One thing I'd forgotten about switching keyboard layouts: passwords become much more interesting to type.

I'm writing this post from my shiny new Fedora 10 install and figured I should list the tweaks I'm making to my vanilla install to make it feel like home. It's surprisingly minimal, and I know most of the config files I have to save ahead of time. Dream scenario: I run a script on my old OS installation to grab config files into a nice .tar.gz, move that over to the new one on a thumbdrive, and run another script which installs the programs I need, then the plugins/extensions I like on them, and then spits custom config files into the right places. Instant customized laptop. It's non-onerous enough that I don't mind doing it manually, since I only do this every 6 months or so anyway. Here's what it took to get my laptop feeling "normal" again.

  1. Set up accounts and permissions (give myself sudo, etc).
  2. yum install vim, emacs, git, svn, bzr, gobby, and wget. And Inkscape, for that matter; I sketch things in it often enough that Inkscape has joined the ranks of the "I assume this is present and need it to feel functional" programs, which is pretty neat. (Gimp was already preinstalled.)
  3. GNOME customization; get the right applets into the right panels in the right places, set up keyboard shortcuts (swap ctrl and capslock, make the Windows key launch a terminal, etc.) and install my favorite font family and change default window settings so that windows and fonts feel "the right size" to me. Set up keyboard configurations so I can swap between qwerty and dvorak.
  4. Install and configure Thunderbird and the quicktext extension, which is the killer feature for me.
  5. Install and configure XChat, which I like for limited screen space setups (like my 12" laptop) where there's only room to display one channel at a time. In a setup with more monitor real estate, I'd likely tile a workspace with irssi terminals; I think this is cjb's setup.
  6. Get my Firefox shortcut bookmarks up, along with the few extensions I use regularly: session manager, (okay, this is more of an "I probably should use this regularly") and scribefire. Adblock plus and download statusbar are also on the list.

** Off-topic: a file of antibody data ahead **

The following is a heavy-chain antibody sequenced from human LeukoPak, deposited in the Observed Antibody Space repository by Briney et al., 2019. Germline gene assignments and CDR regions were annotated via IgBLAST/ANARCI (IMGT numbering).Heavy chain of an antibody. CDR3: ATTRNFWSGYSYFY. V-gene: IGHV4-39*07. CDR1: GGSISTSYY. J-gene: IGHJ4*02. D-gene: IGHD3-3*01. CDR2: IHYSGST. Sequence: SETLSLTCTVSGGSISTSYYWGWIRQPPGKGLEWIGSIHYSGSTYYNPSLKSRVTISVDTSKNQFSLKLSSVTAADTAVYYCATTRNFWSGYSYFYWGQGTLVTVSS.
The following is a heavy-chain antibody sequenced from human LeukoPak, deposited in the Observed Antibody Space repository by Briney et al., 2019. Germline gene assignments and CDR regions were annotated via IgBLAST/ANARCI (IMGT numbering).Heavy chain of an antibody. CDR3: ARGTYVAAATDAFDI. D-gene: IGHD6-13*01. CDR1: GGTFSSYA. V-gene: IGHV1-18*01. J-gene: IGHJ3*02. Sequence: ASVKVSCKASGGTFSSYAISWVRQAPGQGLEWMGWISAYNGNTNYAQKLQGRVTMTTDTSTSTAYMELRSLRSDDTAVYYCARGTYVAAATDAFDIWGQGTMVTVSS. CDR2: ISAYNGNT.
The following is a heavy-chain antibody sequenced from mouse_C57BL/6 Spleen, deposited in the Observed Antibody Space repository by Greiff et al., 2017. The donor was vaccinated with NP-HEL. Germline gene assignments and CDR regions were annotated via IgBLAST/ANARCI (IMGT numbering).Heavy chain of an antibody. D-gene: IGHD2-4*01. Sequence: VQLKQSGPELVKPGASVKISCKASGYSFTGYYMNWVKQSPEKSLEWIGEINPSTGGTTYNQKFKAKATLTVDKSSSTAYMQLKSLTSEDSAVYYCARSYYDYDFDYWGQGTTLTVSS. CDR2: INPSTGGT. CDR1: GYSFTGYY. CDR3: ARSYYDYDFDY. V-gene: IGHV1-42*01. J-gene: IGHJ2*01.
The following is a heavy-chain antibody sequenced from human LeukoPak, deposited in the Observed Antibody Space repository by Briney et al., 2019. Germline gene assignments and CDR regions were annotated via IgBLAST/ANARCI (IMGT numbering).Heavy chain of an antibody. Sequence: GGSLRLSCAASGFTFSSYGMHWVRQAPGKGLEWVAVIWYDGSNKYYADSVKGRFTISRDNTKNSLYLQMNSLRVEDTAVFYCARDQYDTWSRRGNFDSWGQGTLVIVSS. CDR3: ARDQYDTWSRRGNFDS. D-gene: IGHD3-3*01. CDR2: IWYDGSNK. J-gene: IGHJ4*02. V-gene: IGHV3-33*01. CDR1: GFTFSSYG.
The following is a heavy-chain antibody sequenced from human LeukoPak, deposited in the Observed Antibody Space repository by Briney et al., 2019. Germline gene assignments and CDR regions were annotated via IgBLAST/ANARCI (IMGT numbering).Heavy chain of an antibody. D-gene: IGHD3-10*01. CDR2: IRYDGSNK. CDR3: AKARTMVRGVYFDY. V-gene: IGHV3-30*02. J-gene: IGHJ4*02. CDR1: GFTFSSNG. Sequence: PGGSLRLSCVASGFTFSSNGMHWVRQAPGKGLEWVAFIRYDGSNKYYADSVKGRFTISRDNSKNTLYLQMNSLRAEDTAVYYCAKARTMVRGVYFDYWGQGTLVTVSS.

7. That's it. I use a surprisingly small number of things on a daily basis, and my tweaks are relatively self-contained (and now documented!) My calendar and email archives are now on the web, most of my projects are on the web or available via externally hosted repositories, and it feels really nice to live so light.

The big thing I haven't yet done is to mount my old homedir partition (though it probably says something that I've been going for most of a day without feeling the need to access any old files yet). This will give me useful things like my .bashrc and ssh keys. The reason I haven't yet done it yet is that I... uh, might have accidentally overwritten that partition, because I'm an idiot and blithely clicked through default answers on the installer. Don't worry; I backed up. The cockiness of knowing I backed up likely contributed to my "oh! I don't need to pay attention!" bypass of partitioning stuff the way I should have. Eh. I will fix it... later.

Anyway, it might be a good opportunity to move most of my archives to version control. I've been intrigued by the idea of keeping your life (or your homedir, anyway) in vcs, and I would not be the first. We'll have to see if I get excited enough to overcome inertia this time; I've been toying with the idea for nearly a year, but this is the first OS (re)install I've done since I began considering it seriously.